Sniper Elite V2 Remastered Review

It’s fascinating to think how far the Sniper Elite games have come in a relatively short space of time. Since Sniper Elite V2’s release in 2012, Sniper Elite 3 then bridged the generations, but brought in more ambitious and open level design and somewhat improved AI, while Sniper Elite 4 more fully embraced sandbox level design and got to push the boat out visually on the current generation. Stepping back with Sniper Elite V2 Remastered, which reunites the series on a single generation of console, how does it hold up and compare?

To put it simply, Sniper Elite V2 feels older than it actually is. I mean, it wasn’t at the bleeding edge graphically for 2012, but it struck a chord and sold well thanks to its enjoyable sniping and campy WW2 setting. That said, even at the time, the rest of the gunplay felt flat and nowhere near as fluid as its peers, while the stealth play was relatively utilitarian and lacking in nuance. None of that has really changed for the remaster.


Still, it’s a fun game, even once the X-ray kill cam’s novelty has worn thin. You can turn this feature down or off entirely, but there’s something gruesomely satisfying to seeing your more extraordinary shots going through multiple soldiers – my best this time around was managing to line up three enemies, getting two kills and wounding the third with the ricochet.

Thankfully, though it’s set in Berlin in the final days of WW2, you’re not constantly trudging through the bombed-out streets, and this does give the game a decent bit of variety. The sunny days in the city are traded in for moody nights out in the hills and mountains, as you infiltrate silos and hidden bases to dismantle what’s left of the Nazi war machine and their final dastardly plans.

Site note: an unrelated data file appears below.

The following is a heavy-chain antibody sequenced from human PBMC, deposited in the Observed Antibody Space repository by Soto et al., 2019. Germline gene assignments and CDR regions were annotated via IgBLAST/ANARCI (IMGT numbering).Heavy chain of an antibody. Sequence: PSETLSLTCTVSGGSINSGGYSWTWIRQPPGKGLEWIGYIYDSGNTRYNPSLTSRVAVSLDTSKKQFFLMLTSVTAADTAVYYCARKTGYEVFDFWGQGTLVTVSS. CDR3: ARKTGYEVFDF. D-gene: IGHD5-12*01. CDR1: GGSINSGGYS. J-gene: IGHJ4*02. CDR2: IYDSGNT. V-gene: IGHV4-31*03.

The jump from PS3 or 360 to PS4 Pro or Xbox One X is simply vast. It’s now in 4K (on Pro and X you can prioritise resolution or performance, choosing between 2160p30 and 1080p60), it’s been retrofitted with HDR, new lighting, there’s more detailed textures and particle effects, and a bunch of other features like a photo mode where you can scrub forward through kill cams to find the exact frame that you want. That time I had Karl and a German sniper shot each other at exactly the same time would have been a real keeper, had I thought to open the pause menu and trigger the photo mode in time.

The thing for me is that I own the original on PC, and here the need to step up to V2 remastered is less clear. While my Intel Core i5 3570K might be on the cusp for modern games, it was a top draw CPU when Sniper Elite V2 first released, and with a modern mid-high end GPU like a Vega 56 in the mix, I can quite easily turn the graphics settings up to full and the resolution to 2160p. This hardware combo smashes it with 60fps performance, and honestly, the only differences I really noticed compared to Remastered on PS4 Pro are with the higher quality character models and some more refined, less jagged environmental shadowing. Sniper Elite V2 already had some strong light and shadow effects, even without the changes made in the remaster.

Sure, there are other improvements, like bundling in all of the DLC levels and bumping the player count up in multiplayer (something that I’ve not been able to test prior to release), but from the original game on PC to the remaster on PS4 Pro, I was hard-pressed to spot the differences.

Though it’s nice to have on current consoles, Sniper Elite V2 Remastered doesn’t feel like an essential buy for all but the most die-hard of Sniper Elite fans. It’s a fun sniping romp that’s nice to have reunited with its sequels on current gen consoles, where there is a huge step up compared to the last generation versions, but it’s also a reminder of how far the series has come in the meantime and simply makes me want to look to the future of Sniper Elite instead of wanting to step back to its past.

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